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Will Artificial Intelligence (AI) Be Writing Your Novels Soon?
Thought for the Fortnight
Suddenly, everyone is talking about AI (ArtificiaI Intelligence). It seems it can write a Shakespearean sonnet or an argument for a TV presenter. Perhaps you have heard too much and are already tired of the subject.
But for those who haven’t yet seen what it can do, this article may serve as a useful introduction.
I should start by saying that I have never been particularly excited by the idea of AI. It has seemed something remote to my everyday life, even though I have undoubtedly been exposed to numerous examples without my ever knowing it.
But a few weeks ago, I was blown away. A friend of mine runs a book marketing company and he asked me and a few other writers to try out a new AI system, known as ChatGPT. He was curious to see what we would get.
The form invited me to set out a scene (location, date, time of year, other detail) and a character (gender, age, marital status and aims). I am not a fiction writer, but I made up a potential scenario on the spur of the moment.
What AI can do – setting a scene
First, with respect to setting a scene, I suggested the following information: poor Paris neighbourhood, autumn, 1884, school.
It sent me the following:
The poor Paris neighbourhood of 1884 was a dismal place. The cobblestone streets were lined with dilapidated buildings, many of which were in disrepair. The air was thick with the smell of smoke and the sound of children playing in the streets. The autumn chill was in the air, and the leaves had begun to turn a deep red and orange. The neighbourhood was home to a variety of people, from the working class to the destitute. The people of the neighbourhood were mostly immigrants, and many of them had come to Paris in search of a better life. The streets were filled with the hustle and bustle of everyday life, as people went about their business. At the centre of the neighbourhood was a small school. The school was a single-story building, made of brick and mortar. It was a simple structure, but it was a place of learning and hope for the children of the neighbourhood. The school was run by a small group of dedicated teachers, who worked hard to provide the children with a good education. The school was a place of refuge for the children of the neighbourhood. It was a place where they could escape the harsh realities of life in the neighbourhood. The teachers were kind and caring,
Second, with respect to character description, I suggested the following information: woman, 37, teacher, widowed, wants new husband and children.
It sent me this passage:
The woman was 37 years old, and she was a teacher. She had been widowed for a few years, and she was ready to move on with her life. She wanted to find a new husband and have children. She was a kind and gentle soul, with a warm and inviting smile. She was always willing to lend an ear to anyone who needed it, and she was a great listener. She was patient and understanding, and she had a way of making people feel comfortable and at ease. She was a hard worker, and she was dedicated to her job. She was always prepared for her classes, and she was always willing to go the extra mile for her students. She was passionate about teaching, and she was always looking for ways to make her lessons more engaging and interesting. She was a great cook, and she enjoyed trying out new recipes. She was always experimenting with different flavors and ingredients, and she was always willing to share her creations with her friends and family. She was an avid reader, and she loved to curl up with a good book. She was always looking for new authors to explore, and she was always eager to discuss her latest reads with her friends. She was an animal lover.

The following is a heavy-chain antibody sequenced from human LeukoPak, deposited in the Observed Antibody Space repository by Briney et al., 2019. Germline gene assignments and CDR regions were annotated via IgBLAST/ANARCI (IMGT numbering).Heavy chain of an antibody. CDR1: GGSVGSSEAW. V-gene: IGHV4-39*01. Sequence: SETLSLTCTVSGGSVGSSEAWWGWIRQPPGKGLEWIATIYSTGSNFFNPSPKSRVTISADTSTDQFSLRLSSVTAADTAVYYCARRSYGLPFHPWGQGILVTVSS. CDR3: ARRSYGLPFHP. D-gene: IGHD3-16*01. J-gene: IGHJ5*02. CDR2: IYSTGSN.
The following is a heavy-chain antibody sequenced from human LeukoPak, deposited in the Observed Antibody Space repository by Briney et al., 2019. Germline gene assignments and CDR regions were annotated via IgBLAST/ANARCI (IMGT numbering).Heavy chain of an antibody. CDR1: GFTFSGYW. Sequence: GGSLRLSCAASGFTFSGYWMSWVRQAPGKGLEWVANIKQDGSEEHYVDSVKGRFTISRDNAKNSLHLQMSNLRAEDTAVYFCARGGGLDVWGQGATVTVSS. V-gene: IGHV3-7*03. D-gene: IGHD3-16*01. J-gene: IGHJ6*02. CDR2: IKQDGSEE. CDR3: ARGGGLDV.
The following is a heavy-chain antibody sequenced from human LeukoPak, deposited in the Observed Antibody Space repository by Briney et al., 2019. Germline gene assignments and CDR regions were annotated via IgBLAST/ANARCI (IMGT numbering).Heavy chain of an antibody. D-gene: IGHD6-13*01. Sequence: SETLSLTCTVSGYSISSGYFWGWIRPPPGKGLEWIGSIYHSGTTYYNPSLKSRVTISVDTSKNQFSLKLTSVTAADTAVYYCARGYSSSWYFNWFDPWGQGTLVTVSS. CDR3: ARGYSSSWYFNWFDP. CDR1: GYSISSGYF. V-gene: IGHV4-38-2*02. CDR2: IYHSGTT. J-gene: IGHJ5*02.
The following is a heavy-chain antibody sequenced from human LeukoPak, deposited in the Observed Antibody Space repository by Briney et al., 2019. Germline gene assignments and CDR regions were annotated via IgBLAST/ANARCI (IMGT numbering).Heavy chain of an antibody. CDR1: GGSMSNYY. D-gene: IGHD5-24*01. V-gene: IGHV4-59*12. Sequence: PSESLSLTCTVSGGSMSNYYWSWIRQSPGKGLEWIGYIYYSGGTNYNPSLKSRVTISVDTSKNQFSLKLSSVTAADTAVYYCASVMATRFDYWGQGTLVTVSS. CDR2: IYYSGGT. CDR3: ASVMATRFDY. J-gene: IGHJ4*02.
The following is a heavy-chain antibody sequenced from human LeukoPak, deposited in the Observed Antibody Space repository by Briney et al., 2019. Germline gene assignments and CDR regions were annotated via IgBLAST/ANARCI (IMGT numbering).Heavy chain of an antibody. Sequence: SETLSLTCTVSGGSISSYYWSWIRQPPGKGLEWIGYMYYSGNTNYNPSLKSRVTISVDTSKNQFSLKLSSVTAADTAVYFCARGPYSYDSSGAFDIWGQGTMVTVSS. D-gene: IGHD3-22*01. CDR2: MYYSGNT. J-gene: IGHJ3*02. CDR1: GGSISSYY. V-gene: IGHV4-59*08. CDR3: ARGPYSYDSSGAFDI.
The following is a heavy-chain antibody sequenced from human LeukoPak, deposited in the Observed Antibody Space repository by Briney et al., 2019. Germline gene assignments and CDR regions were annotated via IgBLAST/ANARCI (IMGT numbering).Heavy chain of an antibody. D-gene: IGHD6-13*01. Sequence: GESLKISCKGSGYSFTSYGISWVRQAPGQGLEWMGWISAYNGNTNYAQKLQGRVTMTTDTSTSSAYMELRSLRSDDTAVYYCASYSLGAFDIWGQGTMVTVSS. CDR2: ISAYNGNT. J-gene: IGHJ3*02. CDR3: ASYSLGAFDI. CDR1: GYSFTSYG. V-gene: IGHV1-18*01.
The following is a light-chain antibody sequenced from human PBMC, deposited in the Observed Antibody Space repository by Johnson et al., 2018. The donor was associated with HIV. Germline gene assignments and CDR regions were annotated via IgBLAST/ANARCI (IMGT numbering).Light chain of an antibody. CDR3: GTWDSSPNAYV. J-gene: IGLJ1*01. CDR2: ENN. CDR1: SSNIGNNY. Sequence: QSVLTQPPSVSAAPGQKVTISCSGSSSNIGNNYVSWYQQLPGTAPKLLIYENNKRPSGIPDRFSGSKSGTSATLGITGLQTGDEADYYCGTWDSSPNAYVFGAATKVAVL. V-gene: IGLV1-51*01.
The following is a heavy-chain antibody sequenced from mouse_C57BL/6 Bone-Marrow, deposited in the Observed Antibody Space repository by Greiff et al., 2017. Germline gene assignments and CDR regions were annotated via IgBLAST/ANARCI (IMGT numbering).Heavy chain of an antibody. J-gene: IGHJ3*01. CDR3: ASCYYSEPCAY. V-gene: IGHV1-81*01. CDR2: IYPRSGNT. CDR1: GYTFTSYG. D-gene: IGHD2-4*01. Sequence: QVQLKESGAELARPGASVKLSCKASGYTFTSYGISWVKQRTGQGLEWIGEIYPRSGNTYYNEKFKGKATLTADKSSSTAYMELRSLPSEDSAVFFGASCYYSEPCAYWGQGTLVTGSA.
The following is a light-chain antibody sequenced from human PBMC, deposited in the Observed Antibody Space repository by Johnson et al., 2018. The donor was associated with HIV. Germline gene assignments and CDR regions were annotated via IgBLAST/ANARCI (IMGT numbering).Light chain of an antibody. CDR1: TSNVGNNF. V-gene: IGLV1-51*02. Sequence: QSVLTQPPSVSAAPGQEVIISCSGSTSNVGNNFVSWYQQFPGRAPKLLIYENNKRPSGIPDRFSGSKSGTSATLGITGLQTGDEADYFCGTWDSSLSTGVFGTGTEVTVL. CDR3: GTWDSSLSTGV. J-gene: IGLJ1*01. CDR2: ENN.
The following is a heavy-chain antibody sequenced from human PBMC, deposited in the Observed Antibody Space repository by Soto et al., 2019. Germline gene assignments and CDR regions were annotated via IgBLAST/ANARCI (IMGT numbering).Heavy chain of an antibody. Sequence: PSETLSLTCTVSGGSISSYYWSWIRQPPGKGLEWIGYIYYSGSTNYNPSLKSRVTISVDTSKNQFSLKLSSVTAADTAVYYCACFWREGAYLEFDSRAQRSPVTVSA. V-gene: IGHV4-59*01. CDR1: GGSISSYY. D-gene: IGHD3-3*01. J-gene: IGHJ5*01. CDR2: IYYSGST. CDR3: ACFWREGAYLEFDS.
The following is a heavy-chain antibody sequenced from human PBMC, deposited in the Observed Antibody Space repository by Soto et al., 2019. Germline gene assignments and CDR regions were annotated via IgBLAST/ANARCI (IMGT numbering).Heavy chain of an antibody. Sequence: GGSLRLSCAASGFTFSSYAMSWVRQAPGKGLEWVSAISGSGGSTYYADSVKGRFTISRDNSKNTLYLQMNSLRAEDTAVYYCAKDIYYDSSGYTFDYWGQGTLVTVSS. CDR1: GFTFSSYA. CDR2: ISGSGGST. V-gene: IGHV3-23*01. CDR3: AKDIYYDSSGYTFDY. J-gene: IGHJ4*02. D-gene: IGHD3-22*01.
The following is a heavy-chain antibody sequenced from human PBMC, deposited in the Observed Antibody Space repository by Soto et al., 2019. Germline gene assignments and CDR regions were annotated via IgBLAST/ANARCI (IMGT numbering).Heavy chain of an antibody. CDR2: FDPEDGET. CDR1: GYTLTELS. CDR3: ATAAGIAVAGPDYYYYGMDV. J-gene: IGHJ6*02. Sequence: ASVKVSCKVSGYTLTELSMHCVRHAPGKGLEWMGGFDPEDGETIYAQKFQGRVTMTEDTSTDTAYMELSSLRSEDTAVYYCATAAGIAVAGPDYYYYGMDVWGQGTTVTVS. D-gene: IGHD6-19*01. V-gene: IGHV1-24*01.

So how did it do?
These passages were received in a few hours, but presumably generated in seconds.
My first reaction was a mixture of shock and admiration. How could a machine take a few small ideas and flesh them out so well?
My second reaction was much more critical. Both pieces of writing are on the right topic, but they are both very poor. They are lifeless and dull, hackneyed in the extreme. There is no sparkle of originality, nothing to lift the heart and make one want to continue reading.
The sentence structure, especially in the second passage, is highly repetitive to the point of absurdity. Too many sentences starting with ‘She’.. Too many descriptions including the word ‘always’.
There is a need for paragraphs to give better pace.
But nonetheless, I was fascinated. Like the old joke about the dog who plays chess (“My dog plays chess – he’s not very good, he loses two out of three games”), it’s not that it is good – it’s that it can do it at all.
And there is no doubt that the prose, like that of ordinary students or even writers, will be improved with practice and better instruction. The same exercise repeated in a year or two will show much greater sophistication.
And the implications are huge. Will our novels be written by AI in the future? Or, perhaps, written by AI and edited by novelists? Will it matter to readers, if they don’t know the difference?
The implications for teachers – from those of small children to those of PhD students – are a whole different kettle of fish. How will kids learn if AI will do their homework for them? How can teachers track the cheater? They have a major problem on their hands.
Yes, there are more questions than answers. I do find it scary somehow. But I have been bitten. I am now fascinated by AI.
A version of this article was initially published by SixtyandMe.com